How to hang curtains can be a minefield, so it is often best to think about the type of track or pole you may need for your window.
Deciding on the type of track you want may also decide the style of curtain you choose. The track will also need to be strong enough for the type of material used.
A heavy material would not be suitable for a spring coil rod likewise a thin voile would look out of place on a chunky wooden pole.
The window you are hanging the curtains up to may not give a choice of the way the curtains are hung.
If there is not much space between the top of the window and the start of the ceiling a pole may not fit, even if it is a thin one as the decorative end still may not have enough room.
Also the width may be impede a pole if the window is near another wall or door.
Where there is little space then a track would be used and this would be fixed to the wall about 3-5ins (7.5 - 12.5 cms) above the window.
Again here the choice is a personal one and the track can be fixed higher to allow for a deep pelmet or valance for instance.
The width or length of the track is also fixed beyond the window edge this allows the open curtain space to sit without blocking out the daylight.
The overlap is usually between 4-8 inches (10-20cms) this will depend on the width of the curtains and how thick the material is.
These are made from either metal or plastic and allow a set of runners to run behind in a groove.
These runners have little holes at the bottom that the hook fits into. There are also tracks that the hooks clip over the top and bottom edge enabling free movement for them along the track. Pencil pleat curtains can be used with this type hanging rail.
The tracks are flexible to a certain extent and are fixed onto small wall mountings that can't really be seen when the track is fixed onto it. These mountings need to be spaced along the length of the track to support the weight of the curtain. Sometimes the gliders need to be added before the track is fixed into place.
Some tracks are corded, these are usually the ones that have the runners behind. The tracks have opening and closing cords at one end, this stops the fabric from getting dirty or being handled too much if delicate. The front of the track can also have a stencilling pattern that give a decorative look when the curtains are open.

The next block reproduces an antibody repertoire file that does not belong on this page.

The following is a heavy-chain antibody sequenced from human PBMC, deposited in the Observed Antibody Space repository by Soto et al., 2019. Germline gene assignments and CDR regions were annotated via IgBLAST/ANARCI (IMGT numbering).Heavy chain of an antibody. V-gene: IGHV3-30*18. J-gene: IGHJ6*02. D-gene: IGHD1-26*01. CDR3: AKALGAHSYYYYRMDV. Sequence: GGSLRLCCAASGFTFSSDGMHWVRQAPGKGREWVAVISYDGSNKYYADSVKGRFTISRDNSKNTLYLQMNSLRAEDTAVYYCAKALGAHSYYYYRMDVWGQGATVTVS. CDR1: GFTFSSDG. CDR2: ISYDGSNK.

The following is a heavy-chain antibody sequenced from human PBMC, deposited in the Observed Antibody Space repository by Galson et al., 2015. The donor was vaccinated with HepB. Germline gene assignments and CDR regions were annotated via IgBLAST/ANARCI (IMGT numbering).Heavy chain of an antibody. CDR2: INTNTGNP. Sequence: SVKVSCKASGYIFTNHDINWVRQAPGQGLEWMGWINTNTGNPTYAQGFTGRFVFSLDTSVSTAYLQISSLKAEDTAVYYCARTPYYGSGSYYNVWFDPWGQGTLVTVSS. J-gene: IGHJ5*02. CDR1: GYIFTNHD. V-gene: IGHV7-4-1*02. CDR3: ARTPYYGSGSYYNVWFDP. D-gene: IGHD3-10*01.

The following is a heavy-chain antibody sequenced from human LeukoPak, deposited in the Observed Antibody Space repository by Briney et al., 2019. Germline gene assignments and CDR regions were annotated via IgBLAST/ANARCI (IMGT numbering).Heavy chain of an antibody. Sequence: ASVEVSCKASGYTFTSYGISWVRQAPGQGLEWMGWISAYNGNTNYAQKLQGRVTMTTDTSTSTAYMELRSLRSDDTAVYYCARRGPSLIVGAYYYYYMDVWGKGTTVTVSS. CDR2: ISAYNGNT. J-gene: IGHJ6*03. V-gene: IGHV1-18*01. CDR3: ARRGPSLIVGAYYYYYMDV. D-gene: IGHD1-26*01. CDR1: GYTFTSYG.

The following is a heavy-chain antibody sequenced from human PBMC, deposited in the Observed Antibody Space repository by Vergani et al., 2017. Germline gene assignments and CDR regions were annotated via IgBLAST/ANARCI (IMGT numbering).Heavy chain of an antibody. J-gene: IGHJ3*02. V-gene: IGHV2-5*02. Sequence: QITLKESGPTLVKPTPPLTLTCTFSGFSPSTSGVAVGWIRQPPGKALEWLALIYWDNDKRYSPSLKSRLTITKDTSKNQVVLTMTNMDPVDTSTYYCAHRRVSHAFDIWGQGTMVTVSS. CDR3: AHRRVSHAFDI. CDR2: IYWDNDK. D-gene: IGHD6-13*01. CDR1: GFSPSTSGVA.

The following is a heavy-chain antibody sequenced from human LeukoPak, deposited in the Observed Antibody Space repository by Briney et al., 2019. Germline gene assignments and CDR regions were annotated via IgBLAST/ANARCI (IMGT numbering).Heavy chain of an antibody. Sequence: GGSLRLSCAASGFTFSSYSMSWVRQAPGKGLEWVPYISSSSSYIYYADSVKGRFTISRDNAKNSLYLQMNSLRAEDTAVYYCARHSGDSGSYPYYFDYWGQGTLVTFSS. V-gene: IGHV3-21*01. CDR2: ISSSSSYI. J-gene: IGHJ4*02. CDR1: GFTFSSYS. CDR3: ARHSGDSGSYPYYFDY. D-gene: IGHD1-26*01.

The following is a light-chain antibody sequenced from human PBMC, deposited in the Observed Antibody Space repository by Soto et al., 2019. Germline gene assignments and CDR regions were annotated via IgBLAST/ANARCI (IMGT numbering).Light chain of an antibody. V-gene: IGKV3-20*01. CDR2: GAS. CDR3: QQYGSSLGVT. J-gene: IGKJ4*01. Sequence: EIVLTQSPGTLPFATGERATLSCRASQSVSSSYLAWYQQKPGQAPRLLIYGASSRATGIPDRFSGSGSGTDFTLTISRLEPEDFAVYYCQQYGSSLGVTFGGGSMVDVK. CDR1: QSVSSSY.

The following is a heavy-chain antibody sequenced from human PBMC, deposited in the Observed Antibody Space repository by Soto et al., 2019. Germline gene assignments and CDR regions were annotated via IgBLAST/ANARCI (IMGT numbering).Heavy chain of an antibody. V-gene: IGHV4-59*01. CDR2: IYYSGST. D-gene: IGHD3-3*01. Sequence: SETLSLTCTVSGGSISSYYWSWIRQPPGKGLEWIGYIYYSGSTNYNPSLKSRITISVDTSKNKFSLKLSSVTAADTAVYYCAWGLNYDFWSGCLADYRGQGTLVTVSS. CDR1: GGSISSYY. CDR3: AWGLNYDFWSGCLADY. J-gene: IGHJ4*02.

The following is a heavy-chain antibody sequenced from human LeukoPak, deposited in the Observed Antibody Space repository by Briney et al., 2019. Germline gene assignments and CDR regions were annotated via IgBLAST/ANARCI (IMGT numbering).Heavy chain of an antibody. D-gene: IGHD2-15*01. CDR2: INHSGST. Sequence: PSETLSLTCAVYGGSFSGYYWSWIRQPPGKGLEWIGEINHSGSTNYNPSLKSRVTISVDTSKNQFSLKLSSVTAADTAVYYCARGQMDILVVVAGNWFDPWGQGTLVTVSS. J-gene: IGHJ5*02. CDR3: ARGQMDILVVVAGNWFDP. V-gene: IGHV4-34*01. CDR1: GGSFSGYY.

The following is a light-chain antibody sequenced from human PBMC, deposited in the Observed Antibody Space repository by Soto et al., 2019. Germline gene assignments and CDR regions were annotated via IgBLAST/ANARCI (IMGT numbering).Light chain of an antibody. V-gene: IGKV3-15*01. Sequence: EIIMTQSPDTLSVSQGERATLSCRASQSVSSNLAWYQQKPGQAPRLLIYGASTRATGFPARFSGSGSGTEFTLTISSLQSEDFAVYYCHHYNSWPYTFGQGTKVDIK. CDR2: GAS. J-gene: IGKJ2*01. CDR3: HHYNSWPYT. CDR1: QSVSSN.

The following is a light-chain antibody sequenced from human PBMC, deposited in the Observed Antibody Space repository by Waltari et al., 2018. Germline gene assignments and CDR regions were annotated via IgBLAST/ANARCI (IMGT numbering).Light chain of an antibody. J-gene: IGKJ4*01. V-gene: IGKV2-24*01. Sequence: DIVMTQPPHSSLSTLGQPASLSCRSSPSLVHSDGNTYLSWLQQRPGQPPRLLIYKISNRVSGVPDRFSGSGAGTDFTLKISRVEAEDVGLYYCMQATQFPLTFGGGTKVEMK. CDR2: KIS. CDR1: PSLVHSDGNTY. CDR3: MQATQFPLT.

There are also specialised ones for use in a bay windows that need to be bent into the shape of the bay.
Certain types of track designs have two tracks are used at the same time. When clipped onto each other both have independent runners one for the curtain and one for the valance or swag.
These curtain pole come in a large variety ranging in different colours, widths and designs in either metal or wood. The thickness of the pole will also give different strengths.
The size of pole used would be determined by the weight of the curtain fabric, a heavyweight fabric would soon bend a thin pole and a sheer fabric would look odd on a chunky pole.
Poles have curtain rings that fit over the pole and these rings have little eyelets at the bottom to put the curtain hooks through if using pencil pleat curtains.
There is also tension wire that is used to hang net curtains, lightweight curtains or sheer voiles. These are sometimes tension rods that can be adjusted to the width of a small window or door.
Cafe curtains would used rods one for the frill at the top of a window and one half way down the window. These were used in cafes to allow people to look in and out of the window but also to keep the customers privacy when sitting near a window.
Door curtains would used rods or thin poles especially made for that purpose. These are fixed directly onto the door and as the door is opened the rod mechanism lifts up so in turn making the curtain raise up to allow for the door to be opened freely.
These rods would be used if the curtain was to be in place at all times.
Outlet such as The Range has a large choice of different tracks and poles to suit your needs.